Dickinson

Family Association

 

 

 

 

 

 

 

 

NEWS from the

 

 

 

 

2017 DFA REUNION

St. Thomas of Villanova Church

Goshen, CT

June 24

 

 

 

Our 147th reunion brought us to Connecticut for the second year in a row, this time to the beautiful Litchfield hills in the northwest part of the state.  Our vice president, Ken Dickinson, has roots in this area and for over a year he spent many hours of travel and research to put together a wonderful program for the two-day gathering.

 

FRIDAY JUNE 23

 

One of the main themes of the program was Litchfield native Anson Dickinson (1779-1852), a painter of miniature portraits.  On Friday the Litchfield Historical Society had a display of some of his works.  It was amazing to see the detail he captured in these small paintings.  This was, of course, before the days of photography, and his portraits looked just as realistic as high resolution photographs.

 

The Society is located in a building in downtown Litchfield which contains as the Litchfield Historical Museum with many interesting displays of Litchfield’s past.  They had organized a morning tour of the town green for the DFA, giving much of Litchfield’s history and telling about some of the prominent buildings there.

 

In the early afternoon Ken had planned a walking tour of Historic Milton Village, the northwest section of Litchfield.  Anson Dickinson was born and died there and his father, Oliver (1757-1847), was a prominent figure in the village who built many of the houses.  Following a printed tour sheet that Ken prepared we observed the village green and some of the buildings around it.  We stepped into Milton Hall, which once housed a store and post office, but has been used for various gatherings and performances through the years.  In addition to Ken, we were joined by Cleve Fuessenich, a local resident and also a Dickinson descendant who provided many interesting points about what we were seeing.

 

Next we visited Trinity Episcopal Church. This church was founded in 1799.  The current building was built by Oliver Dickinson and modeled after Trinity Church, Wall St., New York City. It was dedicated in 1837.  From the outside it is a beautiful but rather plain old New England church, and the inside was mostly quite simple.  However we were surprised to find beautiful Tiffany stained glass windows, and a very old but nicely restored tracker organ built by Thomas Hall in 1823. It is the oldest organ in Connecticut in regular use.  [Your webmaster, a retired organist, was dying to play it, but restrained himself.]   This church, as well as a Congregational church just up the street still has an active congregation today.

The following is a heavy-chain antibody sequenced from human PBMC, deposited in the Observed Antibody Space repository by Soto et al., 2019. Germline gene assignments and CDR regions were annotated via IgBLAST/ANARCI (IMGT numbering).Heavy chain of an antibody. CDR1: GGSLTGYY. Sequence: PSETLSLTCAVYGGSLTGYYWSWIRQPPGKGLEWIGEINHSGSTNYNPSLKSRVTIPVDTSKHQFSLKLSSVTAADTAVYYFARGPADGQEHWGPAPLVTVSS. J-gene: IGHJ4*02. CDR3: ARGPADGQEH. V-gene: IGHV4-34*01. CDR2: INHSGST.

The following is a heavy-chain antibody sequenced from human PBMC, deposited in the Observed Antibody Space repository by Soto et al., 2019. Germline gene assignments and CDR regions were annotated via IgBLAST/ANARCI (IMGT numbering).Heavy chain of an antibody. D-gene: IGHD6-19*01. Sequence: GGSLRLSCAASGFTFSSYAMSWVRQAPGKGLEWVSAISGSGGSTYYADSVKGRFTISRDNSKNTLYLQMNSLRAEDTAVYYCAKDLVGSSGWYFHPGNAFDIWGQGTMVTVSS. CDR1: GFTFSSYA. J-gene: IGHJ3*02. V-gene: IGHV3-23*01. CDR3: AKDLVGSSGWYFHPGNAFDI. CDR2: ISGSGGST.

We then drove a short distance to the west, parked and continued our walking tour.  Ken pointed out some old houses and told us their history.  Several were connected with Anson Dickinson’s family.  He showed us a memorial boulder to Anson Dickinson at the location of his birth. We were a small group, but we thoroughly enjoyed this special tour.

 

Back in Litchfield center, several DFA members joined us for a tour of one of the many impressive old houses on South Street.  This was the home of Tapping Reeve, who was the founder of the first Law School in America.  The first classes were held in his house but eventually a “one-room schoolhouse” was built next door where the law students received their instruction.  The library was always in the main house.  Of the more than 1,100 students educated there, many went on to serve in elected office on both the state and national level.  Aaron Burr, one of two vice presidents educated there, was Tapping Reeve’s brother in law and his first student. The Litchfield Historical Society maintains the Tapping Reeve house as a museum and one of their staff members gave us a very informative tour.

 

We had hoped that more people would have joined us for these events.  We have not usually had so many things scheduled on Friday so this was a bit of an experiment.  If you have never been to Litchfield, a visit would definitely be worth your while.  There is much more to do than was on our program.  Litchfield was the location of one of America’s earliest schools for women, the Litchfield Female Academy (1792-1833), founded by Sarah Pierce.  It was also the birthplace of Ethan Allen and the home of Lyman Beecher, a very prominent clergyman and father to orator Henry Ward Beecher and author Harriet Beecher Stow. 

 

FRIDAY EVENING

 

Our annual Friday dinner was held at the Black Rock Tavern, in Thomaston, CT, a few miles south of Litchfield.  It was an unpretentious place, but we had a nice private room and the service and food were excellent.  We started with our usual “informal board meeting” giving DFA members from near and far an opportunity to join with board members and discuss whatever subjects come up.  This year we focused mainly on planning for the next two reunions.  A social hour preceded the dinner with time to chat with new friends and old.  In all, about 30 people were in attendance, a very good turnout.